Statins or sunshine?


Having a low cholesterol level increases the risk of cancer. This has been shown in many studies over the past half century.

For example, in 1974, a study found that "High blood cholesterol concentrations conferred protection against colon cancer."[1] And there are many others that support the fact that having a high cholesterol level protects against cancer.

However, in 2005 another study of statins found a ". . . reduced risk of cancer, particularly colorectal, . . . in those who received simvastatin."[2]

So, if high cholesterol protects against colorectal cancer, but a cholesterol-lowering statin also protects against the same cancer, there is obviously some conflict. How can a drug that lowers blood cholesterol reduce the risk of colon cancer when high blood cholesterol is protective?

The answer appears to be statin's similarity to vitamin D. Protective role of UVB and vitamin D in Cancer is well established:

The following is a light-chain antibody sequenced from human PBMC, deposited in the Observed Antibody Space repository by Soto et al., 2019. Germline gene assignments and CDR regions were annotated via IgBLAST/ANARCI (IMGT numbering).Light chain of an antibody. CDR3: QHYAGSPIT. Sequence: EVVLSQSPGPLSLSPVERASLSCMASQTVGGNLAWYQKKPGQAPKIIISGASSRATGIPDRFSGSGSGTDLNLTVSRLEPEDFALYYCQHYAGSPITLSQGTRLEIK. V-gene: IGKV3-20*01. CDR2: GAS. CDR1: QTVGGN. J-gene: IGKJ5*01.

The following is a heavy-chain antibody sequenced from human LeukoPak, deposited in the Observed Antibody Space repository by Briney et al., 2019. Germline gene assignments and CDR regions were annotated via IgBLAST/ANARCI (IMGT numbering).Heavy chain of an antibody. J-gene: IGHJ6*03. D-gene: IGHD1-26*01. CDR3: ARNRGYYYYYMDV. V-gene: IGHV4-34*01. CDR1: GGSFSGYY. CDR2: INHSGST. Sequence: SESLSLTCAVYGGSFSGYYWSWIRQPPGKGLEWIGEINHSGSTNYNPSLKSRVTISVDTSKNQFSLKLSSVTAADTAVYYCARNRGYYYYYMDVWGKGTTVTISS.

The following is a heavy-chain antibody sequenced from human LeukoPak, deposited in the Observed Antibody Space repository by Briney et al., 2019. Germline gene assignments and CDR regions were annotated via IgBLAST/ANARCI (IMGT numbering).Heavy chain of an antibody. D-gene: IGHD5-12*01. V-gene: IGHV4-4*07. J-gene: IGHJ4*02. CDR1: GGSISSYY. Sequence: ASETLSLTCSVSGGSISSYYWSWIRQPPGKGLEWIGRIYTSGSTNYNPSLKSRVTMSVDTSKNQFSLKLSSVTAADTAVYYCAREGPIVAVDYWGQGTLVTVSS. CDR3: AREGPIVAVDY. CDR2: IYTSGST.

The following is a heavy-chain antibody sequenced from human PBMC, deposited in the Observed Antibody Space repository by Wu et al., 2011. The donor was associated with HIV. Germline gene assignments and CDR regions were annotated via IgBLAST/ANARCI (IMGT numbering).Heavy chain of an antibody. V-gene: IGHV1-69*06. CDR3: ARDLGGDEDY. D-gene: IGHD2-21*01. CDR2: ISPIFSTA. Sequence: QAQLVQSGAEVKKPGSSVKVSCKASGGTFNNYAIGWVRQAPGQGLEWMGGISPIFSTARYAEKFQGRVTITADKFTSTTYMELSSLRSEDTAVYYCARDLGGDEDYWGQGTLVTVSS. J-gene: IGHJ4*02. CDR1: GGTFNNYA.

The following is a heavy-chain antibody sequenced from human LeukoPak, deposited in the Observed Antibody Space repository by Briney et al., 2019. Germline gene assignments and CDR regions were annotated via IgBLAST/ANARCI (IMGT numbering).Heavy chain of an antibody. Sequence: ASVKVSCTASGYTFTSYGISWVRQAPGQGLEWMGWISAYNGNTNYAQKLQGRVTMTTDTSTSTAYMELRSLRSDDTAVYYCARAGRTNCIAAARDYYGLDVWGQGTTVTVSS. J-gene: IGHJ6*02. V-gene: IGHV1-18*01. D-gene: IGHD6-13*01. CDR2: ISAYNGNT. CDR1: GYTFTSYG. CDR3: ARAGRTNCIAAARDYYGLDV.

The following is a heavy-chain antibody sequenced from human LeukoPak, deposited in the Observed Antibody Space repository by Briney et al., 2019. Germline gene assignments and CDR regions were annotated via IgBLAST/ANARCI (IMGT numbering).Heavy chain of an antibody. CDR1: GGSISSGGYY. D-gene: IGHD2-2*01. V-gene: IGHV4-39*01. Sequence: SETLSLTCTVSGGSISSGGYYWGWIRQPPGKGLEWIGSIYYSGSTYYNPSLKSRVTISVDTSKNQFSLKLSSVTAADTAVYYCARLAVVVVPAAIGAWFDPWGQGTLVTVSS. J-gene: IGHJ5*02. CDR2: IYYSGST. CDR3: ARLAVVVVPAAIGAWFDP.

"Bladder, breast, colon, kidney, oesophageal, ovarian, prostate, rectal, stomach, and uterine cancers, and non-Hodgkin lymphoma are associated with low exposure to ultraviolet light."[3]

But wouldn't you be healthier if you got out in the sun a bit more? Or if you took supplements of vitamin D? These don't carry the side effects of statins.

Sunshine and vitamin D also prevent and treat many other cancers — including malignant melanoma.


1. Rose G, Blackburn H, Keys A, et al. Colon cancer and cholesterol. Lancet 1974; 1: 181-83.
2. Poytner JN, Gruber SB, Higgins PDR, et al. Statins and risk of colorectal cancer. N Engl J Med 2005; 352: 2184-92.
3. Grant WB. An estimate of premature cancer mortality in the US due to inadequate doses of solar ultraviolet-B radiation. Cancer 2002; 94: 1867-75.

Back to Statins, Part 5
Forward to Sunshine and: diabetes, transplants, arthritis, multiple sclerosis, osteoporosis, coronary heart disease

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Last updated: December 9, 2011